And now, for your continued viewing pleasure, we delve once more into the most overhyped, overanalyzed, overlionized and overcriticized position in the sports world. As the great T.O. might say: That's my quarterback.
Specifically, those are five of your quarterbacks right there among the 10 most disliked players in football, according to a new Forbes.com finding. Although they don't share the same backgrounds and characteristics, the one thing the Foundering Five surely do hold in common is the position they play. An eminently dislikable position, apparently.
In other words, I'm not sure how much Jay Cutler and Mike Vick might actually have to talk about if you took football out of the mix. But because they're both quarterbacks, we've got ourselves a conversation. And in the world of Forbes, that conversation is bad news.
Forbes.com recently enlisted the Nielsen firm and E-Poll Market Research to answer the age-old question of whom football fans dislike the most. There's no data to indicate that anyone was clamoring for a bad-guy update, but because we have the results, let's roll with them.
Perhaps unsurprisingly, the top three spots (or bottom three, depending on your perspective) are held by players whose off-the-field behavior caused the public to turn on them. Vick, according to the poll, is a player whom fully 60 percent of the respondents say they "dislike," "dislike somewhat" or "dislike a lot." (Say, that's rather a lot of dislikes!) It probably doesn't help Vick's case that the poll was conducted among the general U.S. population, not just hard-core NFL fans; many people might know his name only because of the dogfighting case against him.
Can Vick ever fully rehab his image? It's an unknown. But I will say that the true test of whether Vick has changed as a person will come after he is restored to sporting glory or, in this case, handed a second $100 million contract. It's what Vick does from here on out, now that he's getting paid, that will drive future opinion.
After Vick, it's Plaxico Burress, imprisoned on gun-possession charges, then Ben Roethlisberger, a player who became infamous nationally for an investigation into his role in a sexual assault claim. (He was not charged.) So in the case of our first two signal-callers, it stands to reason that a general cross-section of Americans will know them mostly for the negative headlines they've made outside of football.
As for the other quarterbacks on the list, it starts getting a little inside the Beltway. These are sports judgments being drawn. And in each case -- Carson Palmer, Vince Young, Cutler -- the position they play just hideously exaggerates their flaws, both real and perceived. Call it an occupational hazard.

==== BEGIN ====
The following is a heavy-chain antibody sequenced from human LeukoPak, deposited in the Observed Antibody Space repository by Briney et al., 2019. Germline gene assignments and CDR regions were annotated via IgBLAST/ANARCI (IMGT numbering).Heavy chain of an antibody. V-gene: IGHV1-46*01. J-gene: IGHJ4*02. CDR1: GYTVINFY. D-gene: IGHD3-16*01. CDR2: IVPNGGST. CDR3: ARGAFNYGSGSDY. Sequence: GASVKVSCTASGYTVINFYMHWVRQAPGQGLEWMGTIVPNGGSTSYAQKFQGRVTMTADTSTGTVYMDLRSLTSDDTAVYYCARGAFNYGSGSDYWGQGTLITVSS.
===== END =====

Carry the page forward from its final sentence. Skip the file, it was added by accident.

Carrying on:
They've all got the chinks in the armor. Palmer held out from his team in Cincinnati. Young ran afoul of Jeff Fisher in Tennessee, to the point that Fisher was willing to lose his job rather than be strong-armed into starting an underperformer. Cutler clashed with folks in Denver, developed a reputation as a me-firster, then was semi-accused of quitting on his Chicago Bears teammates with a knee injury in the NFC title game last season.
Now, Cutler is the same guy leading a resurgent Bears team, and he was the quarterback of record Monday night as Chicago scored a huge victory over Vick's Eagles in Philadelphia. If he wins in the playoffs with the Bears this season, will Cutler come off the Forbes list? My guess is he will. He's not a Vick or Roethlisberger, after all; he's just a guy with a sports knock on him. And winning can rub that away when you're the quarterback.
The most prominent headlines involving Young, now Vick's backup, in the last year or so involved a suit by a Dallas strip club owner who says that Young punched him during an altercation. Primarily, though, Young is known as a quarterback, and he is regarded in football circles as a player of unfulfilled promise. Palmer, meanwhile, came out of his self-imposed exile to be the quarterback for the Raiders after a high-profile trade. Result? Six interceptions in his first six quarters of play.
Inauspicious, both. But if Young comes off the sideline to lead the Eagles to some improbable championship, or Palmer engineers a stunning rescue of the listing Raiders, both men's "characters" will experience a dramatic upgrade. It's as predictable as breakfast.
That old saw about quarterbacks receiving too much credit in good times and too much blame in bad it's every bit as accurate today as when it was first belched decades ago. But it's also true that in a social media age of instant feedback, broader character judgments are drawn just as quickly. Put it this way: I'm still not sure how injured Cutler was in that NFC playoff game, but in the court of public opinion, he was almost immediately declared guilty of jaking it.
That's life under center -- newly refined, but basic at its core. Don't screw up with everybody watching, because when everybody's watching, they're watching the quarterback.
Mark Kreidler is a longtime contributor to ESPN.com. His book, "The Voodoo Wave," is in international release. His work, "Six Good Innings," was named a Top 10 Sports Book by Booklist. Reach him at firstname.lastname@example.org.